What is the meaning of CNS(chipset not supported) error in nvidia-smi?

If I run “nvidia-smi topo -p2p r”, I get this result.

root@node16:~# nvidia-smi topo -p2p r
GPU0 GPU1 GPU2 GPU3 GPU4 GPU5 GPU6 GPU7
GPU0 X CNS CNS CNS CNS CNS CNS CNS
GPU1 CNS X CNS CNS CNS CNS CNS CNS
GPU2 CNS CNS X CNS CNS CNS CNS CNS
GPU3 CNS CNS CNS X CNS CNS CNS CNS
GPU4 CNS CNS CNS CNS X CNS CNS CNS
GPU5 CNS CNS CNS CNS CNS X CNS CNS
GPU6 CNS CNS CNS CNS CNS CNS X CNS
GPU7 CNS CNS CNS CNS CNS CNS CNS X

Legend:

X = Self
OK = Status Ok
CNS = Chipset not supported
GNS = GPU not supported
TNS = Topology not supported
NS = Not supported
U = Unknown

I think it is not normal, so I want to know the meaning and cause of “CNS” error. I googled several hours, but my effort turned out to be in vein. Thanks in advance.

It means that the chipset (i.e. motherboard core logic) you are using is not supported by NVIDIA for P2P traffic between GPUs.

Thank you for your prompt reply. Now I wonder actually what was the cause of the problem. The pci-e switch? Because the pci-e switch doesn’t allow p2p communication? Or because the GPU doesn’t know how to communicate with the pci-e switch for p2p access? Do I have to replace the motherboard? Or will simply a new graphic driver fix the problem?

A mainboard with PEX 8747 chipset had no problem, but the one with PEX 8796, which seems to have better specification, has above problem. And here is the pci-e topology configuration. I am using 8 x RTX2080Tis.

twjang@node16:~$ nvidia-smi topo -m
	GPU0	GPU1	GPU2	GPU3	GPU4	GPU5	GPU6	GPU7	CPU Affinity
GPU0	 X 	PIX	PIX	PIX	SYS	SYS	SYS	SYS	0-7,16-23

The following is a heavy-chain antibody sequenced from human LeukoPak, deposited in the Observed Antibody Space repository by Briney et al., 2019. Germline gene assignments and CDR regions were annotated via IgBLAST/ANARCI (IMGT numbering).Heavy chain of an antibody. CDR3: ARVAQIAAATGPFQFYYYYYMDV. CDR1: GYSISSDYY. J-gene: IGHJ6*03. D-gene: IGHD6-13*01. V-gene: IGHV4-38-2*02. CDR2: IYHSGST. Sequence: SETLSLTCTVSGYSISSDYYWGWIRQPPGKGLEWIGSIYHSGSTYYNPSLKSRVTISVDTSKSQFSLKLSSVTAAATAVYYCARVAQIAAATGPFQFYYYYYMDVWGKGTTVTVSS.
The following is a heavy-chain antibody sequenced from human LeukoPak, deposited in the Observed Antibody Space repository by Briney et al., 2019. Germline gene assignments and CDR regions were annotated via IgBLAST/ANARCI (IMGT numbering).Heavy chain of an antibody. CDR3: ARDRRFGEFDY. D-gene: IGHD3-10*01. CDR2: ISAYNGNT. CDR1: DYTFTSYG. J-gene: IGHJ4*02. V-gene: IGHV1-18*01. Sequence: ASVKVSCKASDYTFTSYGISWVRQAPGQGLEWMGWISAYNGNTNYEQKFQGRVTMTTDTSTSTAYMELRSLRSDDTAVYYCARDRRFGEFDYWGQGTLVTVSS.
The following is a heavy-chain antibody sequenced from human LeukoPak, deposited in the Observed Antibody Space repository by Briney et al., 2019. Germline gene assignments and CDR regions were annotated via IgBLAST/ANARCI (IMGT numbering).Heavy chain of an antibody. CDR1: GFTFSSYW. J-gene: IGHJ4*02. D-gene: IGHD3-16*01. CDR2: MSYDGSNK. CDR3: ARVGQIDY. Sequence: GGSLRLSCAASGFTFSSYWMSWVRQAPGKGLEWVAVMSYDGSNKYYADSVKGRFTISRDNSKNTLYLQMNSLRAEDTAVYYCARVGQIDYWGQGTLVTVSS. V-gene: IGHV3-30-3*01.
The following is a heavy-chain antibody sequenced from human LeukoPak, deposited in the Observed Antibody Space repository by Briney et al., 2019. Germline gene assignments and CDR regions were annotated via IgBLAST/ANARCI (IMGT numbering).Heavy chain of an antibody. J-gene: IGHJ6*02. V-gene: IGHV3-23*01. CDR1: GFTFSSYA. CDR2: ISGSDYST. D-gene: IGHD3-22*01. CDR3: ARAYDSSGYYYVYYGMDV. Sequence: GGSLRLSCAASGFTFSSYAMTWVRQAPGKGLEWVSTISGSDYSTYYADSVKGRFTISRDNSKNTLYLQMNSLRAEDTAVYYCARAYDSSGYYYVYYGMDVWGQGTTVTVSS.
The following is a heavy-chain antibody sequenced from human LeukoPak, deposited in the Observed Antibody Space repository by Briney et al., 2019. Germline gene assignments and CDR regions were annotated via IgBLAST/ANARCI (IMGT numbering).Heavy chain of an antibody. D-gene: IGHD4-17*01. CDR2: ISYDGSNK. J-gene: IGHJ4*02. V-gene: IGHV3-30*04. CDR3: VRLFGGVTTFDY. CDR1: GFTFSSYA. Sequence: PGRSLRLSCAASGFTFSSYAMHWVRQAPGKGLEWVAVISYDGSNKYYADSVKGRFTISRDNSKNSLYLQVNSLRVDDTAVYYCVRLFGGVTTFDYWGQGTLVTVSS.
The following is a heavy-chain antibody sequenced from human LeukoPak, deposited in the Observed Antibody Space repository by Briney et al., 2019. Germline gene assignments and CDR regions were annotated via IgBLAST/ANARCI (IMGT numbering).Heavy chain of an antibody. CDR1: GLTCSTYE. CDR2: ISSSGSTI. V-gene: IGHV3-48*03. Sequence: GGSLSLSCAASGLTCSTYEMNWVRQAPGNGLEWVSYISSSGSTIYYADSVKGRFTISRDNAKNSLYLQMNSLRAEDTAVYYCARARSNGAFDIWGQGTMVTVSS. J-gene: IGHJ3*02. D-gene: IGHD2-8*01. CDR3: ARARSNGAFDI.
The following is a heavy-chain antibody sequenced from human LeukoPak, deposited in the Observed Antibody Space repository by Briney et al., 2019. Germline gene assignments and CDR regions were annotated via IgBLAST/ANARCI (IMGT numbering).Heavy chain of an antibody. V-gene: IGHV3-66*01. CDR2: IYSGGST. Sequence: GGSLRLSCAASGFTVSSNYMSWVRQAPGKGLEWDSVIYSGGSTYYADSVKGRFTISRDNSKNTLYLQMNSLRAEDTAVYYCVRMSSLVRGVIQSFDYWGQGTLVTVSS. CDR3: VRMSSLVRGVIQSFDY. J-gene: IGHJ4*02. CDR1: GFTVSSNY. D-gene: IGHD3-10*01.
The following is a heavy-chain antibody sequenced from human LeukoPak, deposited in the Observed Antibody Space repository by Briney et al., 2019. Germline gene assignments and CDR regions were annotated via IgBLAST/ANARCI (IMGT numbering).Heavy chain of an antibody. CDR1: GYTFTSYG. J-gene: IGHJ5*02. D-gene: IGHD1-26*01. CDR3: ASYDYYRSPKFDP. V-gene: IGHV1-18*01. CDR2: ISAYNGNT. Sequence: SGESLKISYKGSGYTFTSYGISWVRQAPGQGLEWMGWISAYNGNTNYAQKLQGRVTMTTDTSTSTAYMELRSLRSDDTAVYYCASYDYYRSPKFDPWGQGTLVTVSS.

GPU1	PIX	 X 	PIX	PIX	SYS	SYS	SYS	SYS	0-7,16-23
GPU2	PIX	PIX	 X 	PIX	SYS	SYS	SYS	SYS	0-7,16-23
GPU3	PIX	PIX	PIX	 X 	SYS	SYS	SYS	SYS	0-7,16-23
GPU4	SYS	SYS	SYS	SYS	 X 	PIX	PIX	PIX	8-15,24-31
GPU5	SYS	SYS	SYS	SYS	PIX	 X 	PIX	PIX	8-15,24-31
GPU6	SYS	SYS	SYS	SYS	PIX	PIX	 X 	PIX	8-15,24-31
GPU7	SYS	SYS	SYS	SYS	PIX	PIX	PIX	 X 	8-15,24-31

Thanks in advance.

I see a similar thing on my system (Skylake, Intel C621 chipset, PLX PEX8796 switches):

  • mystery "CNS" in `nvidia-smi topo -p2p r` everywhere except "X"
  • two groups of "PIX" in `nvidia-smi topo -m` result
  • but I've got "NODE" instead of "SYS"

And I also wonder if “CNS” would be there for any system with PEX8796, with C621 or with any Skylake. Is it a “driver-level ban for specific hardware, by ID”? Or is it a result of a sort of a “test run”?

Some people say that “nvidia-smi is a thin wrapper around NVML”. But the only thing in NVML docs (vR410 | October 2018) that sounds similar is nvmlDeviceGetBridgeChipInfo - “if bridge chip not supported on the device” but I doubt it’s actually related - the “Only applicable to multi-GPU products” sounds like it’s for devices like K80 only. Stuff, related to nvmlGpuTopologyLevel_t and maybe nvmlDeviceGetBAR1MemoryInfo is somewhat closer, but not too much.

I am using 10 x RTX-2080ti in my C621 with PLX8796 system and met same issue.
Does it means Intel C621 with PLX8796 cannot support P2P function?

Thanks in advance.

I’ve contacted the server manufacturer’s support (Tyan) couple of days ago. Now waiting for the answer.
Maybe they would be able to shed some light on this. It’s a pity that @Robert_Crovella is not willing to…

Generally speaking, employees of one vendor publicly commenting on products of another vendor (and in particular, a competitor) is highly problematic, and may have various legal ramifications. Common sense alone therefore favors a no-comment approach, beyond the fact that the subject under discussion here is very specific knowledge likely limited to relatively few people.